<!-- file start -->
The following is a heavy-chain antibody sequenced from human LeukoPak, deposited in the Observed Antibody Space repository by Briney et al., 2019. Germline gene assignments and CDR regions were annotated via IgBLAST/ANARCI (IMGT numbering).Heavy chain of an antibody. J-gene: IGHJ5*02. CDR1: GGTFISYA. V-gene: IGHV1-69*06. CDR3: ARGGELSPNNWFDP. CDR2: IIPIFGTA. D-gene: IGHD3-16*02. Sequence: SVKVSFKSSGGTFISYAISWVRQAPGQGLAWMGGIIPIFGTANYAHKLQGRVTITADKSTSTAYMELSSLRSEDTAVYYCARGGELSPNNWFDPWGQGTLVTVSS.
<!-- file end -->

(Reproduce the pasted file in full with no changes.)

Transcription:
The following is a heavy-chain antibody sequenced from human LeukoPak, deposited in the Observed Antibody Space repository by Briney et al., 2019. Germline gene assignments and CDR regions were annotated via IgBLAST/ANARCI (IMGT numbering).Heavy chain of an antibody. J-gene: IGHJ5*02. CDR1: GGTFISYA. V-gene: IGHV1-69*06. CDR3: ARGGELSPNNWFDP. CDR2: IIPIFGTA. D-gene: IGHD3-16*02. Sequence: SVKVSFKSSGGTFISYAISWVRQAPGQGLAWMGGIIPIFGTANYAHKLQGRVTITADKSTSTAYMELSSLRSEDTAVYYCARGGELSPNNWFDPWGQGTLVTVSS.